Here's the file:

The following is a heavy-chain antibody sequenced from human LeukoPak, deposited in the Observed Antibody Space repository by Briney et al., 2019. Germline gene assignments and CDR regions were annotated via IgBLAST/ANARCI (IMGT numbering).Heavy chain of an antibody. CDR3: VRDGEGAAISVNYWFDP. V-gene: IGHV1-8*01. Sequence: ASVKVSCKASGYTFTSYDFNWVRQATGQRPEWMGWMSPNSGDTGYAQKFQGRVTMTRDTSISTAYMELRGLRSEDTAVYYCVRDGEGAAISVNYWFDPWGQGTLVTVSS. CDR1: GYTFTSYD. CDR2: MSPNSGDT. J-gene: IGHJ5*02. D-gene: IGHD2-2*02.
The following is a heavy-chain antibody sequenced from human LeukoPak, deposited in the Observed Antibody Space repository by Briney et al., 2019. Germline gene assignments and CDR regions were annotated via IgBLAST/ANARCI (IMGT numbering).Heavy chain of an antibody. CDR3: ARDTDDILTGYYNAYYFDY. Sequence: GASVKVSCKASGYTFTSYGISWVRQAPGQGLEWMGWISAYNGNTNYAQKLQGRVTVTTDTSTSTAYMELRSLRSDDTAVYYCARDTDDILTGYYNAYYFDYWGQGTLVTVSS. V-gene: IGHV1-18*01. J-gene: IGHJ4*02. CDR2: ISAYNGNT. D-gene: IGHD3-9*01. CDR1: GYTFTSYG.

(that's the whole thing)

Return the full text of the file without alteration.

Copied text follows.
The following is a heavy-chain antibody sequenced from human LeukoPak, deposited in the Observed Antibody Space repository by Briney et al., 2019. Germline gene assignments and CDR regions were annotated via IgBLAST/ANARCI (IMGT numbering).Heavy chain of an antibody. CDR3: VRDGEGAAISVNYWFDP. V-gene: IGHV1-8*01. Sequence: ASVKVSCKASGYTFTSYDFNWVRQATGQRPEWMGWMSPNSGDTGYAQKFQGRVTMTRDTSISTAYMELRGLRSEDTAVYYCVRDGEGAAISVNYWFDPWGQGTLVTVSS. CDR1: GYTFTSYD. CDR2: MSPNSGDT. J-gene: IGHJ5*02. D-gene: IGHD2-2*02.
The following is a heavy-chain antibody sequenced from human LeukoPak, deposited in the Observed Antibody Space repository by Briney et al., 2019. Germline gene assignments and CDR regions were annotated via IgBLAST/ANARCI (IMGT numbering).Heavy chain of an antibody. CDR3: ARDTDDILTGYYNAYYFDY. Sequence: GASVKVSCKASGYTFTSYGISWVRQAPGQGLEWMGWISAYNGNTNYAQKLQGRVTVTTDTSTSTAYMELRSLRSDDTAVYYCARDTDDILTGYYNAYYFDYWGQGTLVTVSS. V-gene: IGHV1-18*01. J-gene: IGHJ4*02. CDR2: ISAYNGNT. D-gene: IGHD3-9*01. CDR1: GYTFTSYG.